"This umbrella was stolen from Col. A.D. Wintle" - note left in his permanently furled umbrella
Following yesterday's mention of the passing of the great eccentric Peter Lunn I'm reminded of so many more of his ilk who were a product of their time, who squeezed every last drop out of life right up to the end and who added colour to the pages of our modern history.
Comparisons to todays "eccentrics," largely just flatter those who find themselves on todays front pages for one reason or another. Let me give you an example.
Jeremy Clarkson hit the headlines last week following his remark that public sector strikers should be taken outside and shot. This was of course, a phrase which was in widespread popular use in the sixties and seventies when men like Mr Clarkson and I were growing up. Rarely though, was it used with malice or evil intent; it was simply a standard response to hearing that the Leyland workers, or whoever, were downing tools and striking again.
One man though, used the phrase and meant it; he really meant it.
They don't though, make Englishmen like Lieutenant Colonel Alfred Wintle MC anymore. Monocle wearing Wintle, (he lost his eye "and a few other bits,"at Ypres), fought in both World Wars and was the first non-lawyer to achieve a unanimous verdict in his favour in the House of Lords, (you can find the full story of his fascinating legal adventure here, chap 13). Having been hospitalised in England to recover from his injuries, and desperate to get back to the front, he disguised himself as a nurse to make his getaway; the monocle though was something of a giveaway. He is said to have found the inter war years, "intensely boring."
On to the Second World War and after the French surrender, Wintle had demanded an aircraft (with which he intended to rally the French Air Force to fly their planes to Britain and continue fighting Germany from British air bases) and upon being prevented from this had threatened a bureaucratic officer of the RAF, Air Commodore Boyle with a gun. It was alleged that he had threatened to shoot himself and the unfortunate Boyle. For this he was imprisoned in the Tower of London.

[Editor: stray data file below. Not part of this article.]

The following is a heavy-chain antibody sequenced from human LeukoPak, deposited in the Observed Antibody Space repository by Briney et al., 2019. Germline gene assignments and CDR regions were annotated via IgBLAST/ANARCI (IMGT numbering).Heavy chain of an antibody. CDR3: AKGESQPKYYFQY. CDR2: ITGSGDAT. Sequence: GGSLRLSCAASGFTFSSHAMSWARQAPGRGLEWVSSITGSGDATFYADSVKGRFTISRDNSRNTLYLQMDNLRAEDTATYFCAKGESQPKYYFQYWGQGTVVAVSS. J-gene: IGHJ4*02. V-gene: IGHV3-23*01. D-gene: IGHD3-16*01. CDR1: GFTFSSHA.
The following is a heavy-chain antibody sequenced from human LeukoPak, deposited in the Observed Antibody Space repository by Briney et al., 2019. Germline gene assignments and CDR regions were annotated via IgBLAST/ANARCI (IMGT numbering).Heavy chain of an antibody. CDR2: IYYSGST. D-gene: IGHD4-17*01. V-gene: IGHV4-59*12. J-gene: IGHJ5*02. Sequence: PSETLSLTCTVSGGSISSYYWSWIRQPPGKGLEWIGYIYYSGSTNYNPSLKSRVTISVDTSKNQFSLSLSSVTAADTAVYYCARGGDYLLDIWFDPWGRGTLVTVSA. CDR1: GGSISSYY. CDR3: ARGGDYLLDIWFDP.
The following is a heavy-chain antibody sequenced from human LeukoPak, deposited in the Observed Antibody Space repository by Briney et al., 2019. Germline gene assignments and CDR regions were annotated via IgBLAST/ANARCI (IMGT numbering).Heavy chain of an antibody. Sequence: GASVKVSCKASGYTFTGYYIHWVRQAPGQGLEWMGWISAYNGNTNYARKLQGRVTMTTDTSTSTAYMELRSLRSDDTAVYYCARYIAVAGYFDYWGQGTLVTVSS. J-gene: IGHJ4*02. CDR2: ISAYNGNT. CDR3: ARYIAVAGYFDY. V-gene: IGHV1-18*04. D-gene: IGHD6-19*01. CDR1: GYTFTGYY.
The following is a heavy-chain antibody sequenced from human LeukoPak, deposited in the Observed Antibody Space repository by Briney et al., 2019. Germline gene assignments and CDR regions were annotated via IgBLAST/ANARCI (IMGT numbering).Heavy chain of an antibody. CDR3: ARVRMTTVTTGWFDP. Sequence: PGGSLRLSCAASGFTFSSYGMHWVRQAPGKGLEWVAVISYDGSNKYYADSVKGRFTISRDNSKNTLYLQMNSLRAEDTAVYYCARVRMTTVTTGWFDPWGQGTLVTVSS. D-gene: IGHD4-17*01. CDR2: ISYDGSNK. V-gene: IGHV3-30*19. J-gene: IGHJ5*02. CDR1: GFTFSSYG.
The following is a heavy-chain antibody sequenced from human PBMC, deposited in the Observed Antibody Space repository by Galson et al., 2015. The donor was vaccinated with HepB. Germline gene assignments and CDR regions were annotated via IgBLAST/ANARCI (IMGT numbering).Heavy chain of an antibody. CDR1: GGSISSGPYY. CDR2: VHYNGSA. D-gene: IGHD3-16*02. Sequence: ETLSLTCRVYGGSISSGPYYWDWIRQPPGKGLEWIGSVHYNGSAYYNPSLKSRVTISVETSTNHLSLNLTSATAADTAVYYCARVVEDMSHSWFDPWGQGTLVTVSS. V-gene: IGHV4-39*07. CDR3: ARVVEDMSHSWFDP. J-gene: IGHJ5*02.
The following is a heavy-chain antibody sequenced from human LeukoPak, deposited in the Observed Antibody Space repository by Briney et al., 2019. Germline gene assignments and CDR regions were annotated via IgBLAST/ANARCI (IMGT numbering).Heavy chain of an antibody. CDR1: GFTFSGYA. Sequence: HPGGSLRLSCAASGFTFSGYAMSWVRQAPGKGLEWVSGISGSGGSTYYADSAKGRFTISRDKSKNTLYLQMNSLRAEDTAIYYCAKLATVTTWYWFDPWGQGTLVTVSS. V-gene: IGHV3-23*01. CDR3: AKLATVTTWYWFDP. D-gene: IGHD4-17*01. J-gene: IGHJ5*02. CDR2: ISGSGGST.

When his case arose, Wintle was read the charges against him, of which there were three. The first was that he had feigned defective eysight (and therefore infirmity in order to avoid active duty). This charge was dismissed after Wintle's defence provided medical evidence to disprove it.
The second charge was assaulting Air Commodore Boyle; and the third was conduct contrary and to the prejudice of good order and military discipline. To the latter was added the claim that he had drawn a gun in the presence of the RAF officer, and stated that ‘people like you ought to be shot.’ Wintle admitted the act, and produced a list of people, mostly government ministers, who he felt should likewise be shot as a patriotic gesture. The list must have been a topical one, for after he had read out the sixth name upon it, (Hore-Belisha then Secretary of State for War), that particular charge was also dropped. The government - embarrassed by his accusations - upheld the court decision to drop all charges, bar one, the assault on Commodore Boyle.It seems though, that Wintle was in the pretty safe position of being tried by an Army court whilst on charges brought by the RAF.
So you see, Clarkson is a tame pussy cat compared to the real thing and I rather suspect that Clarkson would be the very first to agree.
Incidentally, should you ever come across this autobiography in a second hand book shop, just buy it; there aren't many around.